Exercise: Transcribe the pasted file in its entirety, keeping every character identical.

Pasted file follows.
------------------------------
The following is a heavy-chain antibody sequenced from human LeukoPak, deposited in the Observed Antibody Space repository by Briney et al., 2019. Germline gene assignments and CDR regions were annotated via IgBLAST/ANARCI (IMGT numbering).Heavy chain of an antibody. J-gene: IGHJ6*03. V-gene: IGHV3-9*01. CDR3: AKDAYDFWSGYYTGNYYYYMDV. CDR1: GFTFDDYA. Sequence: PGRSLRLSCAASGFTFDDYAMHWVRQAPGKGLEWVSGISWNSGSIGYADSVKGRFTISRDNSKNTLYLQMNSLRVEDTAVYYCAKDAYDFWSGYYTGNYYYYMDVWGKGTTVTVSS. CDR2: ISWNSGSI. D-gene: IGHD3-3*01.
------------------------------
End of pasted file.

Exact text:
The following is a heavy-chain antibody sequenced from human LeukoPak, deposited in the Observed Antibody Space repository by Briney et al., 2019. Germline gene assignments and CDR regions were annotated via IgBLAST/ANARCI (IMGT numbering).Heavy chain of an antibody. J-gene: IGHJ6*03. V-gene: IGHV3-9*01. CDR3: AKDAYDFWSGYYTGNYYYYMDV. CDR1: GFTFDDYA. Sequence: PGRSLRLSCAASGFTFDDYAMHWVRQAPGKGLEWVSGISWNSGSIGYADSVKGRFTISRDNSKNTLYLQMNSLRVEDTAVYYCAKDAYDFWSGYYTGNYYYYMDVWGKGTTVTVSS. CDR2: ISWNSGSI. D-gene: IGHD3-3*01.